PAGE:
The owners of certain types of properties have a legal duty to provide adequate security and surveillance, which can act as a deterrent to crime and provide evidence when a crime does occur. The owners of apartment buildings and office buildings, for instance, have a duty to provide security and surveillance that can help to ensure that only authorized individuals enter the property. If the building owner fails to secure the building and someone is injured or killed as a result, the victim or the victim's family may have grounds for a premises liability lawsuit against the owner.
According to the United States Department of Justice Office of Justice Programs, businesses that have inadequate security are often held liable in civil courts. In order to have grounds for a premises liability lawsuit based on improper surveillance, the victim or his or her lawyer must prove the following:
- The victim was legally present on the property and not a trespasser
- The property owner had a legal duty to provide adequate security and surveillance
- The owner breached this legal duty
- The victim was injured in an incident that was reasonably foreseeable to the property owner
- The victim would not have been injured if not for the property owner's failure to provide sufficient security and surveillance
- The victim suffered actual damages as a result of his or her injuries
The Role of Foreseeability in Improper Surveillance Claims
A property owner may only be held liable for improper surveillance if the incident and subsequent injuries are deemed reasonably foreseeable. If the property owner reasonably should have been aware of the risk of crime on the property but failed to provide adequate surveillance for preventing crime, the incident may be considered reasonably foreseeable. In most cases, the court will seek to determine if there was a history of similar crimes at the same property.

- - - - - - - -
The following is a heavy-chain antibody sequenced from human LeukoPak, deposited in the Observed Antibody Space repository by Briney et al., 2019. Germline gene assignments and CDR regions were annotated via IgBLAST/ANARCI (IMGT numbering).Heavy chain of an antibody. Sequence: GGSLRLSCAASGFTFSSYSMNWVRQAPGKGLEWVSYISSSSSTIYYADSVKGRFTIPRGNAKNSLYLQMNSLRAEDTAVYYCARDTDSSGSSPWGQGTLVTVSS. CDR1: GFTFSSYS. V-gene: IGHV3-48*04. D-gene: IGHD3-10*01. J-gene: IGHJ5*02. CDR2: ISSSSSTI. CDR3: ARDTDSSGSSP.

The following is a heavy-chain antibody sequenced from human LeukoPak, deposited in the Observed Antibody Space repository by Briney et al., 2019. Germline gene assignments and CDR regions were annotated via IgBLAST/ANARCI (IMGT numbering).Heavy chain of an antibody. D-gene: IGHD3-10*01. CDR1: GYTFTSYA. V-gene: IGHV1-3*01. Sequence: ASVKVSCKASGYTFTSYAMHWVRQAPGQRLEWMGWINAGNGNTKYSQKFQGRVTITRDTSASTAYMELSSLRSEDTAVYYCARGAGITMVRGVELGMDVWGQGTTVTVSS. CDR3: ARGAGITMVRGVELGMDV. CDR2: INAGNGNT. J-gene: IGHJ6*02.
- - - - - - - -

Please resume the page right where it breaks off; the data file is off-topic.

For instance, if someone was robbed in a parking garage and filed a premises liability lawsuit against the property owner, the court would investigate whether there was any history of robberies at the same parking garage. The existence of past incidents would likely mean that the robbery was foreseeable. The property owner would then have a legal duty to institute security measures designed to prevent future robberies, such as hiring security guards to patrol the garage. If the property owner failed to improve security despite past crimes, he or she may be considered negligent.
Learn More About Improper Surveillance and Premises Liability from a Personal Injury Lawyer
Improper surveillance and premises liability are legally complex and challenging concepts. If you have been injured due to improper surveillance or another hazardous property condition, you should be aware of your legal options. In cases involving negligence, victims of injuries caused by improper surveillance may be able to recover financial compensation through a premises liability lawsuit. To learn more about whether you could have grounds for a lawsuit, consider contacting a premises liability lawyer at The Mark Casto Law Firm by calling (706) 940-4030 for a free strategy session.